Exhibitionin Tokyo / Japan
Taka Ishii Gallery Photography / Film is pleased to present “Action: Vintages from the 1960s”, an exhibition of the work of Minoru Hirata. This exhibition marks Hirata’s third solo exhibition with the gallery and features 11 vintage prints from among his vast trove of photographs documenting the activities of avant-garde artists in the 1960s.
Starting in the early 1960s the Japanese art world saw many young artists, including those affiliated with the Fluxus movement originating in the West, engage in avant-garde activities such as performances and happenings that deviated from established artistic genres. Photography played a vital role in validating these one-time, performative actions, not necessarily conceived with documentation in mind, as works of art. While these artistic practices positively incorporated chance and ephemerality, photographers focused on ways of framing specific moments and generating creative sympathies between photographer and subject, and the avant-garde actions became lasting works of art through the medium of photography.
Around 1960 Minoru Hirata was working as a freelance photojournalist, and after shooting Ushio Shinohara’s “Boxing Paintings” for the Tokyo bureau of the US-based NANA (North American Newspaper Alliance), he began to engage with the contemporary art scene. He subsequently forged ties with Sho Kazakura and other young emerging artists such as Yasunao Tone, Jiro Takamatsu, Genpei Akasegawa, Natsuyuki Nakanishi, and Yoko Ono. Fascinated by the innovative works they were prolifically producing, Hirata captured their actions in photographs that are works of art in their own right.
Hirata not only photographed their performances, but also used his position as a photojournalist to introduce them in print media in the form of photo essays, sometimes writing the accompanying texts himself. Documenting the scenes he witnessed and writing articles about them enabled these transitory actions, only seen by viewers who happened to be on-site, to reach a broader audience, and served to promote the artists and their work. Hirata’s photographs are the only existing record of many of these performances, and they go beyond mere documentation and exert their own distinctive magnetism as works of art. In this exhibition, we present his photographs of performances by Akiyama Yūtokutaishi and the groups Collective Kumo, Zero Dimension, Hi Red Center, and the Expo ’70 Destruction Joint-Struggle Group.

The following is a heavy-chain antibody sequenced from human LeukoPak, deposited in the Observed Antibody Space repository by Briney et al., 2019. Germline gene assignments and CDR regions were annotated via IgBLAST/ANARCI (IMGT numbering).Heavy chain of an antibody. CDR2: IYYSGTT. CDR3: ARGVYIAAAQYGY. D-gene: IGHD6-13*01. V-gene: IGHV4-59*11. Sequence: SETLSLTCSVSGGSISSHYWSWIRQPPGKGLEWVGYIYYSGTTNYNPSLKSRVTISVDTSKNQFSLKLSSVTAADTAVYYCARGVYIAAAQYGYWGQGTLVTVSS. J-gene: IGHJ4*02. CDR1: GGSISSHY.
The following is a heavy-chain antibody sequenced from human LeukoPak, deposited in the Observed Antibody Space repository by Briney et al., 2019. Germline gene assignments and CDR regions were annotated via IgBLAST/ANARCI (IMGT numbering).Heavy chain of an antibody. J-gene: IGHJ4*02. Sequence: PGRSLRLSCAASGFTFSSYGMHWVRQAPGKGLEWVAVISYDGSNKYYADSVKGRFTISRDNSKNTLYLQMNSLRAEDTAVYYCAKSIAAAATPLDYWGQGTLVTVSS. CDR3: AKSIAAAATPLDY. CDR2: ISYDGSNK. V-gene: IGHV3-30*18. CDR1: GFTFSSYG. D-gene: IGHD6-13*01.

Minoru Hirata was born 1930 in Tokyo and passed in 2018. After working as a stenographer in the Diet, he independently began studying photography. In 1953, debuted as a photographer with the publication of his works in Asahi Camera Extra Edition International Photography Salon and began working as a freelance photojournalist. Between the 1950s and 1970s, he documented Tokyo and its inhabitants, landscapes, and social realities as they moved from the postwar period to the era of rapid economic growth.
In the 1960s, his photographs, which captured avant-garde artists such as Yoko Ono, Genpei Akasegawa, Ushio Shinohara, Hi Red Center, and Zero Jigen, were widely published in weekly magazines. Hirata’s consistent approach and subjective shooting of subjects and events also resulted other works such as the Okinawa series, shot between the late 1960s and early 1970s, and his journalistic photographs of sky sports.
His recent group exhibitions include “Postwar: Art Between the Pacific and the Atlantic, 1945–1965,” Haus der Kunst (Munich, 2016); “Japanorama. New vision on art since 1970,” Centre Pompidou-Metz (Metz, 2017); “1968: Art in the Turbulent Age, “Chiba City Museum of Art, Chiba; traveled to: Kitakyushu Municipal Museum of Art, Riverwalk Gallery, Fukuoka; Shizuoka Prefectural Museum of Art, Shizuoka (2018-2019); “Awakenings: Art in Society in Asia 1960s-1990s”, The National Museum of Modern Art, Tokyo (Tokyo, 2018). His works are included in the public collections of Tate Modern; Hirshhorn Museum and Sculpture Garden; The National Museum of Modern and Contemporary Art, Korea; Tokyo Station Gallery.
Gallery hours Tues-Sat 12 – 6 pm, closed on Sun, Mon and National Holidays
The gallery will implement necessary measures to prevent coronavirus infections.
Taka Ishii Gallery Photography / Film will be closed from Wednesday, May 12 until Monday, May 31, in response to the state of emergency declared by the government.
Taka Ishii Gallery Photography / Film
AXIS building 2F, 5-17-1 Roppongi, Minato-ku